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3AC co-founder can respond to subpoena or ‘take a chance’ according to US judge

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Kyle Davies, co-founder of bankrupt crypto hedge fund Three Arrows Capital (3AC), was ordered to respond to the subpoena issued to him in January or face trial for contempt of court.

The January 5 subpoena was issued to Davies via Twitter by a New York bankruptcy court, instruct Davies will provide 3AC liquidators with documents within 14 days, such as key phrases and private keys, as well as corporate communications and other company-related documents.

After failing to hear Davies, US Bankruptcy Judge Martin Glenn granted a motion to compel on March 22, noting that Davies can appear and challenge the arguments made by 3AC’s liquidators, “or he can not appear as he has thus far and, frankly, take a chance.”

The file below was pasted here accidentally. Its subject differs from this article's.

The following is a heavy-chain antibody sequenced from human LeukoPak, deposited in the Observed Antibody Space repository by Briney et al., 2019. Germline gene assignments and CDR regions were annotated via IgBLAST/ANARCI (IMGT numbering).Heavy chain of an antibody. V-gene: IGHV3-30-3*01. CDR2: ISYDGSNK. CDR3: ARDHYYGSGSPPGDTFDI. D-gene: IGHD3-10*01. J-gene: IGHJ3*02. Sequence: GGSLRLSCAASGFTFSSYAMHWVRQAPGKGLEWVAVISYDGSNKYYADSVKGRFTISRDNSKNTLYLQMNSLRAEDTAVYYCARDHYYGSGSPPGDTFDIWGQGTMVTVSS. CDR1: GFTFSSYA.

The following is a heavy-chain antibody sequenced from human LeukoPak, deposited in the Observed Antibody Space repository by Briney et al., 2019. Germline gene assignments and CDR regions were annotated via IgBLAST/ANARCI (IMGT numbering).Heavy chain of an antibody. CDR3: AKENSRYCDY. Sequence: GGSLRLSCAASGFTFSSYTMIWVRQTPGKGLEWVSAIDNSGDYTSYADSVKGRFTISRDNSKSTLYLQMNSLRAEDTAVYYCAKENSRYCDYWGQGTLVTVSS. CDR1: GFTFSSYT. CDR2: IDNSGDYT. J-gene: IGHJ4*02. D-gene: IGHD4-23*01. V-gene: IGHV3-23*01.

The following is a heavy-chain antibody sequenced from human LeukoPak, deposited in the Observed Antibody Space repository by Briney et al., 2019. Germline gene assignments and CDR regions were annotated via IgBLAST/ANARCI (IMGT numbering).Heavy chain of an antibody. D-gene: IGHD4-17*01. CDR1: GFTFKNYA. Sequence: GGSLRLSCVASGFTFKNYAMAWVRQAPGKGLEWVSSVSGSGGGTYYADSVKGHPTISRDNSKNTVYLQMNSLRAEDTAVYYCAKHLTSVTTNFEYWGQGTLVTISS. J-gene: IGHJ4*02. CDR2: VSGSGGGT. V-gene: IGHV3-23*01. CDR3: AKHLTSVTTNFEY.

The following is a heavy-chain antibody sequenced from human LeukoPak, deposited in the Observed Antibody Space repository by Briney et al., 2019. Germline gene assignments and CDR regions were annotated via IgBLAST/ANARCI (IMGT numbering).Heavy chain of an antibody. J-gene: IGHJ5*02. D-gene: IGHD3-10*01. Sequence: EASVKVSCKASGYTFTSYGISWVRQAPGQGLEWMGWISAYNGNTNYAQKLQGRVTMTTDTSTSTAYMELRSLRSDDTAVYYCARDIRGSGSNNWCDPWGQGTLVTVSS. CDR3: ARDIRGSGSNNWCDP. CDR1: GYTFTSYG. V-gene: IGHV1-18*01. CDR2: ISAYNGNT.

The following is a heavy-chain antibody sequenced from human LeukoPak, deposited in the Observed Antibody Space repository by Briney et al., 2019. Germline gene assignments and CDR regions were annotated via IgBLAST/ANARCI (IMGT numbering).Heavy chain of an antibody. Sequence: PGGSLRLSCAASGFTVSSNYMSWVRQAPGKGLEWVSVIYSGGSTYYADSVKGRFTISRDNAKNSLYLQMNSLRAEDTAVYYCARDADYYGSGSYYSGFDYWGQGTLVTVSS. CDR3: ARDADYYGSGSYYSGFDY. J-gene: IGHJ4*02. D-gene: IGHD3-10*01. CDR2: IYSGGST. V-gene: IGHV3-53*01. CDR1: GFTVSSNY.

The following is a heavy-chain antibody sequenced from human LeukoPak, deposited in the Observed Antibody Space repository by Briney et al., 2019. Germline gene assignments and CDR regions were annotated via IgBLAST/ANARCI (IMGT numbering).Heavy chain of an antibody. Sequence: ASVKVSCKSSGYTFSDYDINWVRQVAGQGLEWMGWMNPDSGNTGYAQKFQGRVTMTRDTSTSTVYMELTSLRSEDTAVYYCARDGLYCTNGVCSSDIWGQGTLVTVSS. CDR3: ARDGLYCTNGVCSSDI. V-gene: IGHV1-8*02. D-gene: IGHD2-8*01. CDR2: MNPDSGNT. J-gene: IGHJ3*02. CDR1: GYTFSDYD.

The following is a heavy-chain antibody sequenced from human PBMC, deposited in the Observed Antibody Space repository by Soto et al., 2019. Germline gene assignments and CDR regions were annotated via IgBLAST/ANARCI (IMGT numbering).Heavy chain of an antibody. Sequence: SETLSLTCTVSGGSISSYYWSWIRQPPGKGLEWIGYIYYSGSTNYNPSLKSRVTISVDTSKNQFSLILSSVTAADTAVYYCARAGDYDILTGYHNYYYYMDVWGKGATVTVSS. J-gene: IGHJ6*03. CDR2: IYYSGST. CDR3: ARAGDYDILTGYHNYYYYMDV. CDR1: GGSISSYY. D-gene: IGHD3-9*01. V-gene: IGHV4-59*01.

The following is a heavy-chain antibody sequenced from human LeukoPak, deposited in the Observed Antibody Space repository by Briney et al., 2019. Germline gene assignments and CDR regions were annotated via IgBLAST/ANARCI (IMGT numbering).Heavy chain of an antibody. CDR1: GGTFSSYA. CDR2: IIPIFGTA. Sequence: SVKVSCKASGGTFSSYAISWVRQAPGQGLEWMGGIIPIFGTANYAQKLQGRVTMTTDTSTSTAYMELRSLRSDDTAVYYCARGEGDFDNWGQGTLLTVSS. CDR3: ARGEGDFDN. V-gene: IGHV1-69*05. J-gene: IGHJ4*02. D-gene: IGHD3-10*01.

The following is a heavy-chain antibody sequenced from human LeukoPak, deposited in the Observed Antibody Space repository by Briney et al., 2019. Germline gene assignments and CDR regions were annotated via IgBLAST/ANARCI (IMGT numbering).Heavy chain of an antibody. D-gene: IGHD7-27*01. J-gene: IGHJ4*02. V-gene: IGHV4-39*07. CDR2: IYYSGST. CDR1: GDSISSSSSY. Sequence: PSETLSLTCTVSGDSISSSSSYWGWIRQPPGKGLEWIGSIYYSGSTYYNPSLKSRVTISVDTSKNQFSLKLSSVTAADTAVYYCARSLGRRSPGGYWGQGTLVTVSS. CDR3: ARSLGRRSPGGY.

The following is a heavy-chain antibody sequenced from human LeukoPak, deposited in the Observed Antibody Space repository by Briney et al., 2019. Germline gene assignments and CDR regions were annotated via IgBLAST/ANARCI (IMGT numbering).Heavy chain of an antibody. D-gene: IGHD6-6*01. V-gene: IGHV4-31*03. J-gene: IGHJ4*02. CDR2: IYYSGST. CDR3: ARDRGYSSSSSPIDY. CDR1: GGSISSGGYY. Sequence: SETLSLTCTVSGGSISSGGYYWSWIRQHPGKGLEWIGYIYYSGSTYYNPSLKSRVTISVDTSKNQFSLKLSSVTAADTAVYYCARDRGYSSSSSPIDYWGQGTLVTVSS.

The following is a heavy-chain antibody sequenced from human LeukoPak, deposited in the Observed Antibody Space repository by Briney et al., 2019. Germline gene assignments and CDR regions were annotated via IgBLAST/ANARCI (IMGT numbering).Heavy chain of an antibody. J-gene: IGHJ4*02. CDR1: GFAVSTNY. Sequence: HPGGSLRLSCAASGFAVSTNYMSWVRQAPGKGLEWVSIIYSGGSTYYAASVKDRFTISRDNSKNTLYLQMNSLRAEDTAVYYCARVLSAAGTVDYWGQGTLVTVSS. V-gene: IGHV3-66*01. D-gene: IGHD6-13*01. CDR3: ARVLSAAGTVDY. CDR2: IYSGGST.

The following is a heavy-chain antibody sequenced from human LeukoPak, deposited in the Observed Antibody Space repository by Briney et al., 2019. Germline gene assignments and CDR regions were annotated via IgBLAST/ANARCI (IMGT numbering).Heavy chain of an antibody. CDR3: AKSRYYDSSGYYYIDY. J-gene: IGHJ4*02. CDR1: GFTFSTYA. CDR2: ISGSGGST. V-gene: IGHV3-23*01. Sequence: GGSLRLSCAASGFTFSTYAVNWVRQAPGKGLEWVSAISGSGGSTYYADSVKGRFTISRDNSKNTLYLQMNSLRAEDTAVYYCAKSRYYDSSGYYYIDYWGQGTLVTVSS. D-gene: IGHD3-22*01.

A motion to compel is a legal request that the court will compel a party to provide evidence to the party who brought the motion.

Those found in contempt of court in civil proceedings are usually subject to a fine, but can also be imprisoned. The purpose of civil contempt is to compel compliance, so the severity of the penalties may increase until the order is carried out.

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The current fate of Kyle Davies and his 3AC co-founder Su Zhu remains unknown.

Davies’ most recent tweet, on March 23, appears to show a photo of him in balihowever, an earlier tweet from the same day shows him standing with Su Zhu and another person in Bahrain.

Su Zhu also shared a tweet with a recognizable landmark in the background on the same day, suggesting he may be or have recently been in Dubai.

According to lawyers for 3AC’s liquidators, Davies “chose to ignore his duties to Three Arrows.”

Meanwhile, the 3AC pair has partnered with CoinFLEX to launch OPNX, a marketplace aimed at enabling the buying and selling of claims in bankruptcy proceedings of crypto firms.

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